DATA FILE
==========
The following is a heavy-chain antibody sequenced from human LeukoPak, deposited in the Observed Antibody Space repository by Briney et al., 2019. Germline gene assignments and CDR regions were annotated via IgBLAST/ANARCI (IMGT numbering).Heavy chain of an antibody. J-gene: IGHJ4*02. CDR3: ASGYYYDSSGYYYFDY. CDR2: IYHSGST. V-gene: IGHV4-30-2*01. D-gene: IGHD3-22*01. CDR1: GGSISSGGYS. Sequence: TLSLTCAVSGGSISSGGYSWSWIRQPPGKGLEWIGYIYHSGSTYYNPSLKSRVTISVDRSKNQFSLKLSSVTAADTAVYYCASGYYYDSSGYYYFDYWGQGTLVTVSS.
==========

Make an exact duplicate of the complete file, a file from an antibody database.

The following is a heavy-chain antibody sequenced from human LeukoPak, deposited in the Observed Antibody Space repository by Briney et al., 2019. Germline gene assignments and CDR regions were annotated via IgBLAST/ANARCI (IMGT numbering).Heavy chain of an antibody. J-gene: IGHJ4*02. CDR3: ASGYYYDSSGYYYFDY. CDR2: IYHSGST. V-gene: IGHV4-30-2*01. D-gene: IGHD3-22*01. CDR1: GGSISSGGYS. Sequence: TLSLTCAVSGGSISSGGYSWSWIRQPPGKGLEWIGYIYHSGSTYYNPSLKSRVTISVDRSKNQFSLKLSSVTAADTAVYYCASGYYYDSSGYYYFDYWGQGTLVTVSS.